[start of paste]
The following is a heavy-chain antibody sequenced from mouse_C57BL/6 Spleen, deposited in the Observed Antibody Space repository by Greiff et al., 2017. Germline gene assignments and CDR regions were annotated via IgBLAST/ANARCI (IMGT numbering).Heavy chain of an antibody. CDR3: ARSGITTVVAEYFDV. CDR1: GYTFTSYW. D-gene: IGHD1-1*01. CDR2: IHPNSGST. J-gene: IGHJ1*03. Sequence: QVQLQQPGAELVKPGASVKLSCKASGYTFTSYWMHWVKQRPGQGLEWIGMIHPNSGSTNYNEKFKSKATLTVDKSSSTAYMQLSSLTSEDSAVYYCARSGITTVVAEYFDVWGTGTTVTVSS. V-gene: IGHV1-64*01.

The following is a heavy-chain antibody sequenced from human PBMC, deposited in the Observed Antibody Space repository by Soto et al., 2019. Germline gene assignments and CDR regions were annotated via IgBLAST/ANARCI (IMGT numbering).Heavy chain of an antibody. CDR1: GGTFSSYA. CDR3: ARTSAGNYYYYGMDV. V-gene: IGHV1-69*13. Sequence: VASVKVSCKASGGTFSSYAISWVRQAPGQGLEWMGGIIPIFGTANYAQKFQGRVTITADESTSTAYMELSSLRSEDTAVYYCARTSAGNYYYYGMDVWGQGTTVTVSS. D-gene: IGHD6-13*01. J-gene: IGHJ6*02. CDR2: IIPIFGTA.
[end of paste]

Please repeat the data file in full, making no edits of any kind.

The following is a heavy-chain antibody sequenced from mouse_C57BL/6 Spleen, deposited in the Observed Antibody Space repository by Greiff et al., 2017. Germline gene assignments and CDR regions were annotated via IgBLAST/ANARCI (IMGT numbering).Heavy chain of an antibody. CDR3: ARSGITTVVAEYFDV. CDR1: GYTFTSYW. D-gene: IGHD1-1*01. CDR2: IHPNSGST. J-gene: IGHJ1*03. Sequence: QVQLQQPGAELVKPGASVKLSCKASGYTFTSYWMHWVKQRPGQGLEWIGMIHPNSGSTNYNEKFKSKATLTVDKSSSTAYMQLSSLTSEDSAVYYCARSGITTVVAEYFDVWGTGTTVTVSS. V-gene: IGHV1-64*01.

The following is a heavy-chain antibody sequenced from human PBMC, deposited in the Observed Antibody Space repository by Soto et al., 2019. Germline gene assignments and CDR regions were annotated via IgBLAST/ANARCI (IMGT numbering).Heavy chain of an antibody. CDR1: GGTFSSYA. CDR3: ARTSAGNYYYYGMDV. V-gene: IGHV1-69*13. Sequence: VASVKVSCKASGGTFSSYAISWVRQAPGQGLEWMGGIIPIFGTANYAQKFQGRVTITADESTSTAYMELSSLRSEDTAVYYCARTSAGNYYYYGMDVWGQGTTVTVSS. D-gene: IGHD6-13*01. J-gene: IGHJ6*02. CDR2: IIPIFGTA.